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Posts Tagged ‘Waterstone’

As I sit down to write this post, the pressure’s on to make it a good one—given that it comes after a month-long blogging hiatus and will be one of my last, at least for a while…. Luckily I’ve got some good material to work with: notes on over a dozen Chardonnays, which we uncorked and tasted blind over the weekend.

Peter did a preliminary tasting of all the wines, proclaiming 10 to be worth a second pass. The thing that I found most notable about our results was that we both picked the same wine as our favorite. And, in a sea of Chards ranging in price from $13 to $48, it was the least expensive.

The winner: the 2009 L de Lyeth Sonoma County Chardonnay (the Sonoma County designation just means that the wine was made from grapes grown in different areas of the county, rather than just the Russian River Valley, say, or just the Sonoma Coast). It was more vegetal than fruity on the nose, with notes of straw and caramel. This unusual wine was delicately prickly on the palate and had a long and pleasant finish.

Runner-ups in the 2009 vintage included Kendall-Jackson’s Avant California Chardonnay ($14, medium-bodied and smooth, with a nice aroma of tropical fruit) and Clos du Bois’ Russian River Chardonnay ($18, lemon on the nose, lots more citrus on the palate, and great balance). In the 2008 vintage we liked Kendall-Jackson’s Grand Reserve Monterey/Santa Barbara Chardonnay ($20, a figgy aroma and notable residual sugar), Cambria Estate Winery’s Katherine’s Vineyard Chardonnay ($22, nicely balanced, with a bouquet of straw and a rough-silk mouthfeel); Mantanzas Creek’s Sonoma Chardonnay ($29, banana on the nose, light and smooth); and Waterstone’s Carneros Chardonnay ($18, grapefruit aroma, light and creamy).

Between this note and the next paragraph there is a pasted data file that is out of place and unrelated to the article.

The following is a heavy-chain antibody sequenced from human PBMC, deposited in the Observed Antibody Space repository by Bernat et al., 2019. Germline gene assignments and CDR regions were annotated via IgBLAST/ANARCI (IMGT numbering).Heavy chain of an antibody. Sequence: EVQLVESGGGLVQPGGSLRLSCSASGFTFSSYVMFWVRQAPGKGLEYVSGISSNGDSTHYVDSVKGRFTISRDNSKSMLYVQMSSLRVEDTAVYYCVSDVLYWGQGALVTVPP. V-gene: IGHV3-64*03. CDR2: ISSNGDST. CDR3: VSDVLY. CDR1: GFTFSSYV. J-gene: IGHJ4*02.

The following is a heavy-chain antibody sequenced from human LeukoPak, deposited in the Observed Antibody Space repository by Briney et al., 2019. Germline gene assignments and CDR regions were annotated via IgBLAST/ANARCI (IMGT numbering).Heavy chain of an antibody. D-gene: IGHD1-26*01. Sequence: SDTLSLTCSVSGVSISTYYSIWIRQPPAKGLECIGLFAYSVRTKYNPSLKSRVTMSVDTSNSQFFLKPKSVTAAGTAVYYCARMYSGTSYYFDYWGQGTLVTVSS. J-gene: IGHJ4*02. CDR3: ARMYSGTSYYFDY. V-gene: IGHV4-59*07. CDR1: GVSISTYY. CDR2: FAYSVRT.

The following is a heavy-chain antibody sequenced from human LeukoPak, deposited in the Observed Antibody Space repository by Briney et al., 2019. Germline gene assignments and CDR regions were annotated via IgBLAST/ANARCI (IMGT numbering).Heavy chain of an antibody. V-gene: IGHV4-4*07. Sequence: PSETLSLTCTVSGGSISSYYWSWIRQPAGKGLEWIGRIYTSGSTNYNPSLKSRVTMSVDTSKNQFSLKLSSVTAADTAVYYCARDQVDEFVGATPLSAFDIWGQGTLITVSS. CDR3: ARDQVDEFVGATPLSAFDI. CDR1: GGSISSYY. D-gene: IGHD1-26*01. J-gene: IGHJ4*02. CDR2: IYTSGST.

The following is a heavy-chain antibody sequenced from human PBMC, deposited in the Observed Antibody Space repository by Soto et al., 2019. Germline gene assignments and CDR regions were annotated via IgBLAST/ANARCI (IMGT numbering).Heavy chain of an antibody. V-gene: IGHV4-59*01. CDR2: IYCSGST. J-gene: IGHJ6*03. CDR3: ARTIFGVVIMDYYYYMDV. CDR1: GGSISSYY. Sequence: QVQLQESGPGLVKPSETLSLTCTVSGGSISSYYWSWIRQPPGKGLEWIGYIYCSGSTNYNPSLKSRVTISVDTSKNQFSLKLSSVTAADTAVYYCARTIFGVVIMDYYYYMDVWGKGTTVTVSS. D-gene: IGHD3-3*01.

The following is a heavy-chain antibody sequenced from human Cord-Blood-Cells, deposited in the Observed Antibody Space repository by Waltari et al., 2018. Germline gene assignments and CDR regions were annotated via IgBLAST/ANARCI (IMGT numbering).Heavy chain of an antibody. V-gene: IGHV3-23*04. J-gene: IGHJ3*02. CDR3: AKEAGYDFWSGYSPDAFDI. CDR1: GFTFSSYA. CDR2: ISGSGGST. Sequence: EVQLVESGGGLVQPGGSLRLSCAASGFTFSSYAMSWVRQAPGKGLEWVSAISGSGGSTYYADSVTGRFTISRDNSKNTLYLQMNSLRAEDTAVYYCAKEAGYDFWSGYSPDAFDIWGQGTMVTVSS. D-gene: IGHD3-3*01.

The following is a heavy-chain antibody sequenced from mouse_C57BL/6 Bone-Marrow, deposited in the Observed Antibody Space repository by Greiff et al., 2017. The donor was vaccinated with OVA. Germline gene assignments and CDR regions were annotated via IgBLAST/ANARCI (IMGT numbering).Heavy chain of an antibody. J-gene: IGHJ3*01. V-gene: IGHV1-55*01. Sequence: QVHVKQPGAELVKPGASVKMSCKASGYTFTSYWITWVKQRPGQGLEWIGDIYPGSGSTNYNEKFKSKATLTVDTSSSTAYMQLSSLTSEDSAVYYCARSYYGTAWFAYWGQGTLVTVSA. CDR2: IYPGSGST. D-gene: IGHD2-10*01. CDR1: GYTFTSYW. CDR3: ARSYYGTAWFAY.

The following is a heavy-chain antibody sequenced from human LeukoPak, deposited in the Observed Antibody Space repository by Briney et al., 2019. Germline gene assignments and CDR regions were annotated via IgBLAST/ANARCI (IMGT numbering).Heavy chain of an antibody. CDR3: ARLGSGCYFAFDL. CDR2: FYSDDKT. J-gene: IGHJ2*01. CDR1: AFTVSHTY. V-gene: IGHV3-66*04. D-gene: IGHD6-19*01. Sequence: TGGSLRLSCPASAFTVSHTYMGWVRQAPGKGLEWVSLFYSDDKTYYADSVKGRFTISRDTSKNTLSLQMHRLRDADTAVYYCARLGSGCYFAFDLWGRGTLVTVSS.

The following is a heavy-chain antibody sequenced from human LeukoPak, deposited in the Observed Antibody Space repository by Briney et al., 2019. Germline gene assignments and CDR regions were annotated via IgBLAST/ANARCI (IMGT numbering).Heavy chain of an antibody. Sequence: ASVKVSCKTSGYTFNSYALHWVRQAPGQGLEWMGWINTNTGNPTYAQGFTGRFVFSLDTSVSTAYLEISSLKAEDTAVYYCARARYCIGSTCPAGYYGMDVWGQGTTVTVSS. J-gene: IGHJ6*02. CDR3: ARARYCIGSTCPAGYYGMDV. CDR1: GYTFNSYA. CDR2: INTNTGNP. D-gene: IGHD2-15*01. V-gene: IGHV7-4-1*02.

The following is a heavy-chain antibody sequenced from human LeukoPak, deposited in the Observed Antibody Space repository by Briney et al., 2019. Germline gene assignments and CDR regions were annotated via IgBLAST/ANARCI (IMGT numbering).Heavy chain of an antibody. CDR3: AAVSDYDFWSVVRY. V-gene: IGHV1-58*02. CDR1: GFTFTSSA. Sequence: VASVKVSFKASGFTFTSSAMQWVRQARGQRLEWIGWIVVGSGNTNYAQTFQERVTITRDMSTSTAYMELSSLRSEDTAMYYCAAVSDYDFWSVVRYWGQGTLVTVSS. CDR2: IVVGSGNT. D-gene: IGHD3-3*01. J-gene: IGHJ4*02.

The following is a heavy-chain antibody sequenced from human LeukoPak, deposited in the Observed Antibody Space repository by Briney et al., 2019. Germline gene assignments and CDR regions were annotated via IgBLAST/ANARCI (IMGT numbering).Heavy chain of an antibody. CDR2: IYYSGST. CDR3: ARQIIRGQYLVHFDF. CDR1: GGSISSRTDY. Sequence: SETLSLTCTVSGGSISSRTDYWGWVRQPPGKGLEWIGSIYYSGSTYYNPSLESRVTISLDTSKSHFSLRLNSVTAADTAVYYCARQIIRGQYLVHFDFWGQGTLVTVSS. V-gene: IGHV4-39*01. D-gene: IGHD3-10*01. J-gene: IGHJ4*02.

Kendall-Jackson Grand Reserve has moved on to the 2009 vintage, but given its impressive 2008 showing, the new vintage is well worth a try. And if you do try it, consider drinking a toast to Jess Jackson, the California wine industry giant who passed away on April 21st.

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Spring finally seemed to have sprung today, but after enduring the wettest winter ever, I’m not counting my chickens. So while I did put a bottle of red in the fridge (gasp!) late this afternoon, around the time that our house began to sweat, I’m still not quite ready to start drinking white.

The solution? What this between-seasons moment calls for is really a lovely “medium red”—a Pinot, maybe a red blend or Merlot—anything that satisfies without feeling too much like a warm blanket. Here’s a roundup of some we’ve recently enjoyed, listed from north to south, inland to coastal, U.S. to Italy. Salute!

2007 Waterstone Napa Valley Merlot, $18. The pungent berry bouquet and tannic mouthfeel of this Merlot screamed Napa to me—in a good way. We also liked its not-very-Napa price tag.

2009 La Crema Sonoma Coast Pinot Noir, $24. Lots going on in this offering from the land of lusted-after Pinots: an aroma of dense dark fruit, sweet smoke and spice, and a bit of cedar. It tasted of black cherry, with gamey notes and a little Chinese spice.

2009 La Crema Monterey Pinot Noir, $24. We wondered briefly if La Crema’s winemaker felt that these two 2009 Pinots were rushed to market a bit early. . . . Great potential was the dominant takeaway with this one, but we liked its dark fruit aroma, rough-silk mouthfeel, and pleasant finish. Not particularly Pinot-y.

2007 Intelligent Design Central Coast Cuvee, $38. I got lots of earth and oak on the nose of this Rhône-grape blend from Wesley Ashley Wines—and must admit that I missed some of what captivated Thomas of The Blog Wine Cellar last summer. Still, I thoroughly enjoyed his review and agree that it’s a wine worth trying. Velvety on the palate, with a long strong finish

2007 Lucente Tuscan Red Blend, $30. This simple blend of Sangiovese, Merlot, and Cab earned its Super Tuscan stripes with a jammy aroma, smooth mouthfeel, and very nice, long finish. Our favorite wine merchant calls it “nicely made”—and he doesn’t dish out the compliments easily.

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